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From my cold black heart, I dance at you!

26 August 2013

I finally got around to seeing The Amazing Spider-Man today. I have to say, I kind of dug it.


The film’s tagline should have been “It’s not Spiderman 3!”

Seeing a different take on the Spider-Man character made me think of the last time we saw him on the silver screen, and everything that went wrong there. And that got me thinking of the “superhero goes evil” trope, and how badly it’s done.

Sure, the hero will either lose his powers or turn “evil” eventually, just as sure as any sci-fi series that runs long enough will have an episode where one of the main characters has a double. That’s kind of expected. What baffles me is how “evil” is treated in the superhero films. When Spiderman turns evil in Spiderman 3, he doesn’t actually do anything evil. He’s just kind of a dick.


As illustrated in Fig. 2.

But it’s not just the oft-maligned Tobey Maguire Spiderman who had problems with turning evil (for the record, I thought Tobey did a pretty decent job, large hunks of the third movie aside — and the stuff that kind of blew was hardly his fault). Remember Superman III, all the way back in the far-off 80s? When Superman turned evil, his “crimes” were limited to some mischief and minor property damage.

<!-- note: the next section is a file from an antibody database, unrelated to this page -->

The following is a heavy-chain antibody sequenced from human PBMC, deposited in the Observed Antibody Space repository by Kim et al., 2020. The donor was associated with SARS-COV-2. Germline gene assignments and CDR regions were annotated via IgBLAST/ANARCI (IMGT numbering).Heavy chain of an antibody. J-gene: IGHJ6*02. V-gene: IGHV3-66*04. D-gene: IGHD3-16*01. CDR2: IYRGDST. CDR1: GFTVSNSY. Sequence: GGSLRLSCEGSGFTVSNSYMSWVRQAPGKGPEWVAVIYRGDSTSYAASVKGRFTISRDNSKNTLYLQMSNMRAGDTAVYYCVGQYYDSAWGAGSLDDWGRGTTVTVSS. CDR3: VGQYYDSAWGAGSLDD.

Also, day drinking.

Sure, he straightened the leaning tower of Pisa, and punched a hole in an oil boat, but he fixed both of those before the credits rolled. Basically, he just did what Peter Parker did — he just acted like a dick.

Why is it that superhero movies never have the hero go truly evil? Why, when they return to being good and righteous, don’t they have a body or two on them? Making them minor nuisances doesn’t make for much in the way of redemption… it just means we’re spared some popped collars and terrible dancing.


It’s really quite hypnotic.

Just once, I’d like to see a superhero movie where the hero turns evil and really commits. I’d love to see Superman toss a cop off a roof and then have to deal with what he’d done when he turns good again. I’d love to see the superhero movie genre tackle that.

Comic books aren’t for kids, and they can explore adult themes and dark alleyways of the soul. So why can’t the movies?


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